Saturday, December 26, 2009

Christmas Eve Afternoon in Portland: Lunch at Christopher's Gourmet Grill

My neighbor, Hob, gave me the low-down on an uptown joint that gets high marks for frying up fin flippers. Me and Books headed over there for lunch after dropping Dolly-girl at the moving pictures for a Hollywood number she'd been waiting to see. We set the brake at NE Shaver and MLK and moseyed into Christopher's Gourmet Grill. It's not much from the outside, but I'm used to that around Stumptown, and besides, Hob's lived here a long time and he's never given me a wrong turn yet.

The whaddaya-want's on the wall over the pass-it-thru to Missy. There were all sorts of eats on the wall, but we'd come for the creatures of the deep and we were stuck on our mission. I'm curious though so I spent some time looking over the fare, including the Man-up Cheeseburger and the BBQ ribs. Sides of greens, mac and wax, and gumbo pods were said to be at the ready, along with the fries that came with everything. We coulda had a dinner, but opted for the basket since it the noon whistle was sounding and Dolly-girl was planning something big for Santa eve. We ordered up the cod and Irish nails.

The joint is clean as my plate after dinner and was all done in blue including some blue light shades on ceiling fans and on lamps over the tables. Nice touch--makes you think of a blue-plate and a neighborhood spot, which it is. It was about a quarter full when me and books took a seat--good view out the front in case trouble was going to come join us. He didn't. They got some signs there to remind Mr. T that Christopher's is a place a whole family likes.

The hash slinger, and I'm guessing it's Christopher, was in the back. Turns out, he was trawling our cod through the corn patch and adding some spices along the way.

While we waited patiently, orders came out of the kitchen and Missy dropped them off at the hungry tables in order. Then, after a few minutes, she checked back to make sure everything was OK. It musta been 'cause there was a lot of chewing and not much talking. People called and then came in and out for orders with wheels.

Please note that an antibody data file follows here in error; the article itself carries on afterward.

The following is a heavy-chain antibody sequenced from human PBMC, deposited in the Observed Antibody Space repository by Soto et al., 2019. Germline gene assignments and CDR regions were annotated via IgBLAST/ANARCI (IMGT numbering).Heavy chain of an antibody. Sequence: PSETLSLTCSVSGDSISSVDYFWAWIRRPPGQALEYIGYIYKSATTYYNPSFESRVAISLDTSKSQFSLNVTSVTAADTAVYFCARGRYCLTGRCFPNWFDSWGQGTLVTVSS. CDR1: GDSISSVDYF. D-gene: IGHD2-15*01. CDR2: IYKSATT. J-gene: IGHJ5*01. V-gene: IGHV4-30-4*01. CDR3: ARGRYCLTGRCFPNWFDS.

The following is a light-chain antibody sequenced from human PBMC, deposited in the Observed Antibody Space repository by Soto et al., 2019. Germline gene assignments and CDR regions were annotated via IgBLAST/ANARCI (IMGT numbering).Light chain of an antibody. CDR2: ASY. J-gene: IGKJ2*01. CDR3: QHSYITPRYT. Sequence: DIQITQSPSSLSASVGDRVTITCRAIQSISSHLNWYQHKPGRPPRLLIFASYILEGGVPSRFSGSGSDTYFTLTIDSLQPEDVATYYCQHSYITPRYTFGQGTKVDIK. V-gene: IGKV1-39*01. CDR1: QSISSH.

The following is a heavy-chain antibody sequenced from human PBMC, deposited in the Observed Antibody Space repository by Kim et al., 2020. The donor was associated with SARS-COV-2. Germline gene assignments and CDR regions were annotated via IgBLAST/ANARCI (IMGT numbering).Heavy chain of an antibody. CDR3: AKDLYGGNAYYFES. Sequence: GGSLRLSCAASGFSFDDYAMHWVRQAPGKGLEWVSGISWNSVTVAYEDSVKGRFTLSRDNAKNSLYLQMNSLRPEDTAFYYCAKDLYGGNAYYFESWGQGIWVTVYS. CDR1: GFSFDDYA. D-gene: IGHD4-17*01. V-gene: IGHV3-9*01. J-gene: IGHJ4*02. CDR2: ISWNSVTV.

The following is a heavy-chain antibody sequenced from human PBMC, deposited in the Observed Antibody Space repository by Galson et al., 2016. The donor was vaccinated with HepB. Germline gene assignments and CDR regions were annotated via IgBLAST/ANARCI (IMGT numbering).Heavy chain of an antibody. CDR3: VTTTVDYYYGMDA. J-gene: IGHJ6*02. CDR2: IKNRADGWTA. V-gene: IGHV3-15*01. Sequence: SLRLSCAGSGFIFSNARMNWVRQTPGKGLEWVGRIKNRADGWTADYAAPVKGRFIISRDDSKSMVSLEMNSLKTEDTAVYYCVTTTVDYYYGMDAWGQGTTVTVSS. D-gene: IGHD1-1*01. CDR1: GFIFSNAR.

Missy brought our orders and we both gave her the up and down and knew Hob had steered us right. The fin flippers were long fillets, with just a thin cornmeal coating and fried crispy on the outside and tender and moist on the inside. One bite and I was pulling the bobber to the bottom for more. Tartar sauce and mustard on the side and I was having rapture of the deep! Books nodded. Fish and fries was what he was mining and pining for and he hit paydirt.

It didn't take long to do the disappearing act with that flipper. With a feedbag that full, we had to pass on sweet potato pie that looked like someone knew his way around the yam patch!

If fish fried up just right is singing to you, I haven't had better anywhere than Christopher's Gourmet Grill. Lots of what they call high-brow joints in Stumptown could learn more than a thing or two from Christopher. Plus, a Jackson and a Christmas Eve tip got us out the door with an invitation to come back that won't be laying on the counter long.